4. Use your own information whenever possible. Parents often share information about their kids without thinking about it. For example, your daughter wants to enroll in a gaming storeís rewards club, and you open the account in her name. While organizations are likely not purposely misusing the information, itís possible their data, including your childís information, could be stolen or misused. Protect your childís personal information by using your own instead, whenever possible.

†5.Avoid oversharing on social media. Social media has become a great way to keep far-off friends and family up to date on what your child is doing. But identity thieves also know social media can be a source of useful information. Avoid sharing personal information about your child on social media with anyone other than people you know personally.

6. Monitor your childís social media and online activity. You may want to reconsider, or do more research, before you allow a minor child to have a social media account in his or her real name. Itís also important to closely monitor your childís social media use to ensure you know who he or she is talking to and what theyíre sharing online.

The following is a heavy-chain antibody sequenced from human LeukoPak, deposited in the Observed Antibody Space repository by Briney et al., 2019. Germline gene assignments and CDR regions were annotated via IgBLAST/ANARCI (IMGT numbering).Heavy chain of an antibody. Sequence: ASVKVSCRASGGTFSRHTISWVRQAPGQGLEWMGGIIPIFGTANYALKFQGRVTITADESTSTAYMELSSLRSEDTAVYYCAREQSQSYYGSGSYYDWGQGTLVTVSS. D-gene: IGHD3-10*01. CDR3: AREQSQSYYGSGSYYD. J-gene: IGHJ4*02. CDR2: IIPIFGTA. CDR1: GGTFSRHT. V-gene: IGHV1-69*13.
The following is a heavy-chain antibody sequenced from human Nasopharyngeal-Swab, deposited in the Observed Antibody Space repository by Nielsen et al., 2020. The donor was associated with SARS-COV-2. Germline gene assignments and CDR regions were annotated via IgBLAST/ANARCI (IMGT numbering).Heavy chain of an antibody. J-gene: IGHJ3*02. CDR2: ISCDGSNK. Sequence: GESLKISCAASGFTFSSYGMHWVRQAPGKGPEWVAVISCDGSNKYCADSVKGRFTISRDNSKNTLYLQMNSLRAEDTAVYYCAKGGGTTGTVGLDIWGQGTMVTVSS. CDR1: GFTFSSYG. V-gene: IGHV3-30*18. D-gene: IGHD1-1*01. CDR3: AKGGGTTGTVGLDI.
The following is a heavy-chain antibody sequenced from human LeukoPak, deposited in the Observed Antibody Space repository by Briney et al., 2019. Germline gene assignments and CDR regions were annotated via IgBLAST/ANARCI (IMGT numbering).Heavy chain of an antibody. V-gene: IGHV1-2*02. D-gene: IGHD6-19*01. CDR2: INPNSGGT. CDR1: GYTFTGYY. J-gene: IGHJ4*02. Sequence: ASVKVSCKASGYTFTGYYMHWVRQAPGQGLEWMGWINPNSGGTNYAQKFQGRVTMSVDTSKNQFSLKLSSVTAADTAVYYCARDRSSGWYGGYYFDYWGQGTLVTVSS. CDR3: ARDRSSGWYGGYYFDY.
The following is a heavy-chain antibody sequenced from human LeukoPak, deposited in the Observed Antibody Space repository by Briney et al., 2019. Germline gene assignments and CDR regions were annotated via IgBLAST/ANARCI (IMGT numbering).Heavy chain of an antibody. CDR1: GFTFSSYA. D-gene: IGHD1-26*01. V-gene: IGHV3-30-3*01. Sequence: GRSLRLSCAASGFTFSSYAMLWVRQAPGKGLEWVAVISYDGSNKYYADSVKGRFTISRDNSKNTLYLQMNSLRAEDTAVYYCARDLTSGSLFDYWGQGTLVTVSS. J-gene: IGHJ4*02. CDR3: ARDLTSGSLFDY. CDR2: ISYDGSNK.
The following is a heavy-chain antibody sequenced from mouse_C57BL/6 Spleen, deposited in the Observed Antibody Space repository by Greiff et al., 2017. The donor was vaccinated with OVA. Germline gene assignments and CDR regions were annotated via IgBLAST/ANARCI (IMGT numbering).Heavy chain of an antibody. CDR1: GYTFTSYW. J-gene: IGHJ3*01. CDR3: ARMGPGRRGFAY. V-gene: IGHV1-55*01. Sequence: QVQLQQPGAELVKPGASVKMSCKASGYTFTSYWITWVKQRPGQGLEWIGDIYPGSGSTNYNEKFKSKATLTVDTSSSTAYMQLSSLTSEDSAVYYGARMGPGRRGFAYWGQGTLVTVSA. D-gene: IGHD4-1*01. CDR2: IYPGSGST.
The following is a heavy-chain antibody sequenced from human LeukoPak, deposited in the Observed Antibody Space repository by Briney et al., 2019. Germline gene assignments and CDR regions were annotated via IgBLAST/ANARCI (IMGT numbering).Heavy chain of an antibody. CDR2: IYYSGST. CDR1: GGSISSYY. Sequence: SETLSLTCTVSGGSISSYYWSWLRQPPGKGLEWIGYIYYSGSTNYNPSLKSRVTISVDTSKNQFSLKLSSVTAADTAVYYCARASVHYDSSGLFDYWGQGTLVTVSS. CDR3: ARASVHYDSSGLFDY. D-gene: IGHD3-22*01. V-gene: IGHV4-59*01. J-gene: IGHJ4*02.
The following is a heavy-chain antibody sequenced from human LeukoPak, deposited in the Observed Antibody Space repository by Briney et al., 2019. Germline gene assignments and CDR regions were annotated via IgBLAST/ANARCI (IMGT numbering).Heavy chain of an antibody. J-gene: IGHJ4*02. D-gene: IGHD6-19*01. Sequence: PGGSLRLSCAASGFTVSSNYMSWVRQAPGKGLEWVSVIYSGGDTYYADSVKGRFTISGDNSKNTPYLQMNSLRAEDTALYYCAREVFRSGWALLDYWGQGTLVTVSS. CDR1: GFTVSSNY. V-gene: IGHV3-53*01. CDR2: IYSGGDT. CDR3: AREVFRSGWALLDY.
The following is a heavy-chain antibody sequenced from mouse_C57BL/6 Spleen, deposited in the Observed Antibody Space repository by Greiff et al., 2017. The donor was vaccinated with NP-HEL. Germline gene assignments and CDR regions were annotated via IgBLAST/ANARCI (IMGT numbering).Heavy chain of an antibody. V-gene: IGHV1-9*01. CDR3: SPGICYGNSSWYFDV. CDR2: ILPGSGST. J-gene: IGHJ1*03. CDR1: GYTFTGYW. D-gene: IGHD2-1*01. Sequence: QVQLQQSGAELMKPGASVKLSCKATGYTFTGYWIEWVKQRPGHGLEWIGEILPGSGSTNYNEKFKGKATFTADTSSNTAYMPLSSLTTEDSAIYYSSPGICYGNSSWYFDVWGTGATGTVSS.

7. Keep your home safe. A break-in could net burglars more than just your physical valuables if important documents like birth certificates and Social Security cards are unsecured in your home. Always lock doors and windows, set the alarm if you have one, and keep valuable documents in a safe or another secure, locked location. Fireproof safes that lock are good ways to keep information protected from various threats.

8. Teach your children well. Itís important for kids to understand identity theft risks. Find age-appropriate ways to talk to children about the topic. You probably already do without even realizing it. For example, telling your young child not to talk to strangers includes her understanding not to tell them her name.

Detecting signs of child identity theft
Although child identity theft can sometimes be difficult to detect, there are some signs to watch for: